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Less toxic cancer treatment followed by an allogeneic stem cell transplant is showing promise for older patients with advanced blood and bone marrow cancers such as acute myeloid leukemia (AML). These results were published in the Journal of the American Medical Association.

Acute myeloid leukemia is a cancer of the bone marrow and blood characterized by the rapid uncontrolled growth of immature white blood cells known as myelocytes. The disease is more common in adults than in children, with the average age at diagnosis being more than 65 years.

High-dose cancer treatment followed by a stem cell transplant may be used in the treatment of several types of hematologic cancers, including AML. Stem cell transplants may use the patient’s own stem cells that were collected prior to cancer treatment (an autologous transplant) or stem cells donated by another person (an allogeneic transplant).

Because of the toxicities of high-dose allogeneic stem cell transplant, this treatment approach is often reserved for younger patients. In recent years, however, several transplant centers have evaluated less toxic regimens, including lower doses of chemotherapy, radiation, and/or biologic therapy prior to an allogeneic transplant. The less toxic regimens kill some cancer cells and suppress the patient’s immune system so that it won’t attack the donor cells. Once the donor cells are infused into the patient, they can recognize the patient’s cancer cells as foreign and mount an attack against the cancer. This approach is sometimes referred to as a “mini-transplant.”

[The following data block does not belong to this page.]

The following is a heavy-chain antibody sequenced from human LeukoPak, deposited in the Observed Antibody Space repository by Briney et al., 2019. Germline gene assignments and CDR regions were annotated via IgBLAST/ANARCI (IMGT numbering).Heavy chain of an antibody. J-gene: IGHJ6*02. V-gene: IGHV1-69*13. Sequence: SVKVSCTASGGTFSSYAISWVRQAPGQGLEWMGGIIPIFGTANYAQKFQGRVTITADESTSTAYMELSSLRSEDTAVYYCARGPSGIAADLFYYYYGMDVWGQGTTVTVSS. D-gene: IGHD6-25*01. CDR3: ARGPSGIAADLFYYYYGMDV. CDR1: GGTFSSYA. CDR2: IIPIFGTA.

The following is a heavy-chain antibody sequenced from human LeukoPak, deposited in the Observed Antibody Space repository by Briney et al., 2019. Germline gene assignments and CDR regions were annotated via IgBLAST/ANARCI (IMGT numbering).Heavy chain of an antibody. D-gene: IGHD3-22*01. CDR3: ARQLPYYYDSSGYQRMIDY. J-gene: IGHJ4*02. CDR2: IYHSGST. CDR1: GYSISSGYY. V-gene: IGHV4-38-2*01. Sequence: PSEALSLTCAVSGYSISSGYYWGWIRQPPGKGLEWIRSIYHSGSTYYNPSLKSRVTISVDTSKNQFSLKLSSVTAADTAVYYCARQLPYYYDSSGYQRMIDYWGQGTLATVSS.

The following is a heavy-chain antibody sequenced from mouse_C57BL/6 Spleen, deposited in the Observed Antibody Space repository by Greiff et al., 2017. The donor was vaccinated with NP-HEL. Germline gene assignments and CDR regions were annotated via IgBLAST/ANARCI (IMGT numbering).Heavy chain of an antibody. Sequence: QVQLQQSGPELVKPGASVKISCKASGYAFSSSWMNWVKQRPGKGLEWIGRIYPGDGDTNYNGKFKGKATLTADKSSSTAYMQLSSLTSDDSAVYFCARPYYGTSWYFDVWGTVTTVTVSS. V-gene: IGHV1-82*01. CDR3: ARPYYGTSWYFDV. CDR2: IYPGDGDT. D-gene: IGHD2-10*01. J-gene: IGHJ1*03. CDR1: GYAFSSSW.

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To evaluate the safety and effectiveness of mini-transplants among older patients with advanced hematologic cancer, researchers conducted a study among 372 patients between the ages of 60 and 75. Patients were treated with low-dose total body irradiation alone or combined with fludarabine. Patients then received an allogeneic stem cell transplant from a related or unrelated donor.

  • Five-year overall survival was 35%.
  • Five-year survival without a worsening of the cancer was 32%.
  • Treatment outcome was generally similar regardless of the patient’s age.

These results are encouraging and suggest that mini-transplants are a viable treatment option for older patients with advanced hematologic cancer such as AML.

Reference: Sorror ML, Sandmaier BM, Storer BE et al. Long-term outcomes among older patients following nonmyeloablative conditioning and allogeneic hematopoietic cell transplantation for advanced hematologic malignancies. JAMA. 2011;306:1874-1883.